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What You Might Have Missed During the NRA Convention in Indianapolis

As the NRA convention packs up with at least one early report that longtime CEO Wayne LaPierre has been unanimously re-elected, here’s a look at what played out over a 48-hour period as the NRA’s inner turmoil became a public relations crisis:

To start, as the NRA Convention got underway on Friday, purported lifetime NRA member Maria Butina was sentenced Friday to 18 months in prison for “conspiracy to act as an agent of the Russian Federation within the United States without prior notification to the attorney general.”

Later that day Friday, reports emerged that NRA executive vice president LaPierre had said that NRA president Oliver North was extorting him to force him to resign. By Saturday, North announced he wouldn’t be running for reelection after serving just one of the customary two one-year terms, warning board members that the organization could lose its nonprofit status. Longtime NRA board lawyer, Steve Hart, was suspended on the same day.

Then, the New York Attorney General’s office issued subpoenas and began an investigation into the National Rifle Association’s tax-exempt status.

The weekend’s events seemed to be the clearest indication yet of the crises within the NRA, of which Shannon Watts, the founder of Moms Demand Action for Gun Sense in America, wrote about in the Indianapolis Star.

“Although the NRA bills itself as the voice of American gun owners, it’s increasingly become a fringe group for gun rights extremists rather than the hunters and sportsmen it claims to represent,” wrote Watts, a former Hoosier who founded Moms Demand Action while living in Zionsville. “The NRA used to be a power broker, but now it’s just broken. The gun sense majority is now louder than the vocal minority of gun extremists.”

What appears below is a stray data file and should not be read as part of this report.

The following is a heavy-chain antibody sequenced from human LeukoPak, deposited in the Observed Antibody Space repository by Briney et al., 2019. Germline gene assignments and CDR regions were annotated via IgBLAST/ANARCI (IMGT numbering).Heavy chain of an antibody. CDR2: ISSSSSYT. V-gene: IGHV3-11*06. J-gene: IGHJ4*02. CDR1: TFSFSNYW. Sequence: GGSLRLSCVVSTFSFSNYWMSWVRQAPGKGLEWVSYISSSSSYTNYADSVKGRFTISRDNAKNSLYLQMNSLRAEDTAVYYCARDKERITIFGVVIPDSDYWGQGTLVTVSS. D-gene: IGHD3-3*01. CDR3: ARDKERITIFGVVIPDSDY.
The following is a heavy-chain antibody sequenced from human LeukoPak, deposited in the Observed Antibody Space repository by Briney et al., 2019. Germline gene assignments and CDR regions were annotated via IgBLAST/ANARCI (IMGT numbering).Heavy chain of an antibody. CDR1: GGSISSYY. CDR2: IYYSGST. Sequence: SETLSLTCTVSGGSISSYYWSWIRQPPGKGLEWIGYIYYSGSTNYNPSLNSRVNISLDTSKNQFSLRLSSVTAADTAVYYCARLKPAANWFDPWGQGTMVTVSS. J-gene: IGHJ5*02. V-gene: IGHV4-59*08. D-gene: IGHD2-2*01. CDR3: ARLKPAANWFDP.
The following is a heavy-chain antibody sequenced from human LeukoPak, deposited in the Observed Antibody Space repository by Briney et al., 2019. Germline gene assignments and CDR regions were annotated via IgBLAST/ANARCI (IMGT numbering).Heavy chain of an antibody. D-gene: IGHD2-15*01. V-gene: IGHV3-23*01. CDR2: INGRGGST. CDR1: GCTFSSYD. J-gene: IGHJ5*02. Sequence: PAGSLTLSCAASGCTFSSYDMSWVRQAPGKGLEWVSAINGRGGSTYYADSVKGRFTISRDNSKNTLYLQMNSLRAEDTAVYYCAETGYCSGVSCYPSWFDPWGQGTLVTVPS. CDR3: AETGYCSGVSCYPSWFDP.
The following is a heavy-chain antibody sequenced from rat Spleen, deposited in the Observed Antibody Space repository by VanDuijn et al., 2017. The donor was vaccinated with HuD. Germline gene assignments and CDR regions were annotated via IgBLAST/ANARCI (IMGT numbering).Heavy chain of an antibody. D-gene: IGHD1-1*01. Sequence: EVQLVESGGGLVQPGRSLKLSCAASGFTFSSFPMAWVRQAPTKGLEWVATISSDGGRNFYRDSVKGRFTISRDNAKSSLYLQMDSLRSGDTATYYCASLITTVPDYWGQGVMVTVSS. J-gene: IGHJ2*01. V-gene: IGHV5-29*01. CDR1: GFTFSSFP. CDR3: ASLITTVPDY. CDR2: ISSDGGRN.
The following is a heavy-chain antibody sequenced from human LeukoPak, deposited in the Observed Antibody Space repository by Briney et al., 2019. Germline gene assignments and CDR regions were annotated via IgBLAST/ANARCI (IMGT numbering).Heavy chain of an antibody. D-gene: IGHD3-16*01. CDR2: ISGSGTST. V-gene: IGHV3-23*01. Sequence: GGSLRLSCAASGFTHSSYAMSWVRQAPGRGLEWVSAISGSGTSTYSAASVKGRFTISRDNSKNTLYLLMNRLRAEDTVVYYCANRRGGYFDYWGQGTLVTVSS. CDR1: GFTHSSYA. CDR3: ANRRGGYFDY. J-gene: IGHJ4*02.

Speaking with MSNBC’s Joy Reid on Sunday, Watts said “We’ve definitely seen the NRA weakened more than we’ve ever seen it before in their history.”

Last week, Everytown for Gun Safety Support Fund unveiled a new report on the “NRA in Crisis,” following a New Yorker/The Trace investigation that uncovered questionable financial transactions involving NRA insiders and the NRA’s longtime media contractor, Ackerman McQueen. Also, Everytown for Gun Safety Support Fund launched a suite of ads highlighting the NRA’s crises, which were seen in Indianapolis during the duration of the annual NRA convention.

One thing is for sure: while the NRA is in turmoil, the gun safety movement is only getting stronger.

Also this weekend in Indianapolis, gun safety advocates gathered nearby for a grassroots day of action. Doctors and local officials addressed gun violence from personal experience, survivors and students held advocacy workshops, and volunteers from Moms Demand Action discussed their statewide efforts to reduce gun violence.

“We’re organizing,” Rachel Guglielmo, who leads the Indiana chapter of Moms Demand Action for Gun Sense in America, told South Bend’s ABC 57 in an interview about the day of action. “We are growing our knowledge of the facts around gun violence and around reducing gun violence.”

Moms Demand Action volunteers keep fighting because they know there’s no time to waste. While the NRA’s leaders line their pockets, America’s gun crisis continues – from Poway, California to Topeka, Kansas, Baltimore and so many places in between. If the NRA insists on standing in the way of progress, we will stand in the way of the NRA.